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The GZ-MG505EK set a high standard for image quality. With its trio of relatively large CCDs, it offered great performance in a wide range of lighting conditions. The GZ-MG575EK's single CCD in theory puts it at a disadvantage, but the larger size compensates for this somewhat.
In really low light, the new model was slightly behind the old one at maintaining colour fidelity. But in more clement illumination there was little to separate the two models. In bright sunny conditions, the GZ-MG575EK acquitted itself extremely well, with rich colours and plenty of detail. Choosing one of the lower quality settings does introduce artefacts, but at the highest setting the detail is pin-sharp.
Aside from the aforementioned AV output, the camera itself only offers USB connectivity. The AV cable also only provides composite analog video and RCA audio. But JVC supplies a docking station which adds S-video and even FireWire, alongside extra AV, USB and power attachments.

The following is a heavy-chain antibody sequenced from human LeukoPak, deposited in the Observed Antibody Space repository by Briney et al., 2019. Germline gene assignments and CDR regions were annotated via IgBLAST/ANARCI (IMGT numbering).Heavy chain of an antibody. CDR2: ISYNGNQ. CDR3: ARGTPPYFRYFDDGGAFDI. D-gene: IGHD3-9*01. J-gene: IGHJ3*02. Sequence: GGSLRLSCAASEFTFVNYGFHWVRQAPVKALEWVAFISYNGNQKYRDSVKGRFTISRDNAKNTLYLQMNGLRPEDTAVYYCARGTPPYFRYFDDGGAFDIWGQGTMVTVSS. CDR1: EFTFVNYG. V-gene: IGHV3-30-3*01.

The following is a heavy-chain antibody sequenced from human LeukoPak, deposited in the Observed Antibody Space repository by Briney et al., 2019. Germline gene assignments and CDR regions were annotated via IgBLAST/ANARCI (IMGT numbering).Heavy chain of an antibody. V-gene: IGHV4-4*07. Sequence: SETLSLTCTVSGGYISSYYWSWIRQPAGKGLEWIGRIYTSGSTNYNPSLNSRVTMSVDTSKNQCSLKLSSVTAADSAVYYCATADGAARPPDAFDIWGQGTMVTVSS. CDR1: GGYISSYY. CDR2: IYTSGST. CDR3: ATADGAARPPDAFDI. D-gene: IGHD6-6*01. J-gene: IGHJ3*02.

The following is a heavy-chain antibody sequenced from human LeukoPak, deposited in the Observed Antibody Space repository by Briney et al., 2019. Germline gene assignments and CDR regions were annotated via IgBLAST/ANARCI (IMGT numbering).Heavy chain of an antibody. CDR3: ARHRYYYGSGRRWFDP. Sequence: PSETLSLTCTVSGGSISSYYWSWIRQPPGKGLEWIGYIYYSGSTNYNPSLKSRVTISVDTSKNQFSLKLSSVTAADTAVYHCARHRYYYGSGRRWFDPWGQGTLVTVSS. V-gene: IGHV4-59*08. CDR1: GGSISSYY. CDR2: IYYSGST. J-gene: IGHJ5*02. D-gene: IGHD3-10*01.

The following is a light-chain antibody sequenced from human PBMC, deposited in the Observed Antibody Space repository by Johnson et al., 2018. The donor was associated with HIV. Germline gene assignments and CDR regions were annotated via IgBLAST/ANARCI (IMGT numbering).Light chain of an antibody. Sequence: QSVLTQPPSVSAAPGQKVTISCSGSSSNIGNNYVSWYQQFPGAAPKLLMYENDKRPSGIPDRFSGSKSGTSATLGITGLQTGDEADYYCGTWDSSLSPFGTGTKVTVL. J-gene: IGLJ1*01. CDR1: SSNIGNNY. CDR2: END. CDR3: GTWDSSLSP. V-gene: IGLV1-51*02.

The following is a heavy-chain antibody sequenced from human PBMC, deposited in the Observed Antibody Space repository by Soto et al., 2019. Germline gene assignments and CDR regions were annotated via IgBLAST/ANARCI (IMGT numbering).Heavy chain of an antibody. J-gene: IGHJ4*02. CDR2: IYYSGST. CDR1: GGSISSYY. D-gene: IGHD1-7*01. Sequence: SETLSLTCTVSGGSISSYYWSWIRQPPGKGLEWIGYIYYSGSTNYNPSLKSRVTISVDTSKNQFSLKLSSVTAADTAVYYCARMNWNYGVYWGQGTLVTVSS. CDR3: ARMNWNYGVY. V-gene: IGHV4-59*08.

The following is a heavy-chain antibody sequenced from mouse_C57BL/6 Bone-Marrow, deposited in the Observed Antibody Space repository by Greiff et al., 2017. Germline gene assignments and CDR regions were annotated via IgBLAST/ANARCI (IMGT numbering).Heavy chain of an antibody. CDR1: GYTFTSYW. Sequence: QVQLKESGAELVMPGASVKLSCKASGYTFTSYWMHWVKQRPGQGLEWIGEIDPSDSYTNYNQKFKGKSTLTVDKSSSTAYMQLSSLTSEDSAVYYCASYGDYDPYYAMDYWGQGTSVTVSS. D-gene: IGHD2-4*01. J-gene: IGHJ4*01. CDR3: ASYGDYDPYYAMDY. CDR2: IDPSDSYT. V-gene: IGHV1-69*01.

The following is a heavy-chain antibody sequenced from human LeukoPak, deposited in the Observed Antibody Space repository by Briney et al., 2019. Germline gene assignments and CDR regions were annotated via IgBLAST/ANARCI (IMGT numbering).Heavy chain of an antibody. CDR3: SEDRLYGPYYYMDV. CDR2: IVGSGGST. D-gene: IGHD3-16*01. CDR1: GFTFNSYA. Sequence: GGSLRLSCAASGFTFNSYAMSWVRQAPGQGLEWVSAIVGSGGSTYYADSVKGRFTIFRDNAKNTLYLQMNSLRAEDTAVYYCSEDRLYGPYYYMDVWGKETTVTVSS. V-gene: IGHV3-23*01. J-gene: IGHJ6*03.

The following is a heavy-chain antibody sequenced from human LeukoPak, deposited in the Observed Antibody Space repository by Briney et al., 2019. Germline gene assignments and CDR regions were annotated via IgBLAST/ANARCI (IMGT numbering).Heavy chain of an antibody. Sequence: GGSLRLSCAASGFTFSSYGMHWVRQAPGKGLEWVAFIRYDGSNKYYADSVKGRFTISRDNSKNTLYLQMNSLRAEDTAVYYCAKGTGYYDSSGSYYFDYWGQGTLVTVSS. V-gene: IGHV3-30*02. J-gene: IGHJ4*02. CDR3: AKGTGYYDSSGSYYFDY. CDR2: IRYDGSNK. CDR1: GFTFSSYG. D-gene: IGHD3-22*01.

With JVC's Everios now on the market for some years, editing the footage won't cause any problems. All the leading editing applications can now import footage straight from an Everio, and edit it without issue. Only DV remains more widely supported.
When we looked at the GZ-MG505EK a year ago, it proved to be a consummate all-rounder. Its video quality was excellent and its still images of high enough resolution to give your digital camera a hard time. Whilst the GZ-MG575EK offers similarly excellent features, the market has moved on somewhat. But if the leap to HD camcorders is out of your budget, the JVC's sub-£500 price makes it a tasty prospect for family holiday duties, with an eye on more serious usage if desired.
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